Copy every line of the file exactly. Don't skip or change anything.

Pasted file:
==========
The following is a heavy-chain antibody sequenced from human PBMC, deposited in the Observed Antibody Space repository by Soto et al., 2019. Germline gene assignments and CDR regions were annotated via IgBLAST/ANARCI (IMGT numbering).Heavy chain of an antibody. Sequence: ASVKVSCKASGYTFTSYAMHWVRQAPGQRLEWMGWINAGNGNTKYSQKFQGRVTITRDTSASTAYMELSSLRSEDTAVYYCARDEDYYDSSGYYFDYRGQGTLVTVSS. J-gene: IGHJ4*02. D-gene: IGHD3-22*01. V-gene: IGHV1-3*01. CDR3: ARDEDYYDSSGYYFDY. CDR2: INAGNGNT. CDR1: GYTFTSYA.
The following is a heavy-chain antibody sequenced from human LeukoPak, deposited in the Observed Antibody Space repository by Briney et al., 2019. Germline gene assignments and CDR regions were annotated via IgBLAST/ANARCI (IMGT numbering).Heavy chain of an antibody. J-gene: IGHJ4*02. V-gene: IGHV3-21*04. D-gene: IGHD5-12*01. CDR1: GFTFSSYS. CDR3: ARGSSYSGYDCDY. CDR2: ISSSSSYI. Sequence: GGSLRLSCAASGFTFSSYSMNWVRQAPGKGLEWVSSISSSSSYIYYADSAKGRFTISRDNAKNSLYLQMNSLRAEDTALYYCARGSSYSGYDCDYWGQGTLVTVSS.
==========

The following is a heavy-chain antibody sequenced from human PBMC, deposited in the Observed Antibody Space repository by Soto et al., 2019. Germline gene assignments and CDR regions were annotated via IgBLAST/ANARCI (IMGT numbering).Heavy chain of an antibody. Sequence: ASVKVSCKASGYTFTSYAMHWVRQAPGQRLEWMGWINAGNGNTKYSQKFQGRVTITRDTSASTAYMELSSLRSEDTAVYYCARDEDYYDSSGYYFDYRGQGTLVTVSS. J-gene: IGHJ4*02. D-gene: IGHD3-22*01. V-gene: IGHV1-3*01. CDR3: ARDEDYYDSSGYYFDY. CDR2: INAGNGNT. CDR1: GYTFTSYA.
The following is a heavy-chain antibody sequenced from human LeukoPak, deposited in the Observed Antibody Space repository by Briney et al., 2019. Germline gene assignments and CDR regions were annotated via IgBLAST/ANARCI (IMGT numbering).Heavy chain of an antibody. J-gene: IGHJ4*02. V-gene: IGHV3-21*04. D-gene: IGHD5-12*01. CDR1: GFTFSSYS. CDR3: ARGSSYSGYDCDY. CDR2: ISSSSSYI. Sequence: GGSLRLSCAASGFTFSSYSMNWVRQAPGKGLEWVSSISSSSSYIYYADSAKGRFTISRDNAKNSLYLQMNSLRAEDTALYYCARGSSYSGYDCDYWGQGTLVTVSS.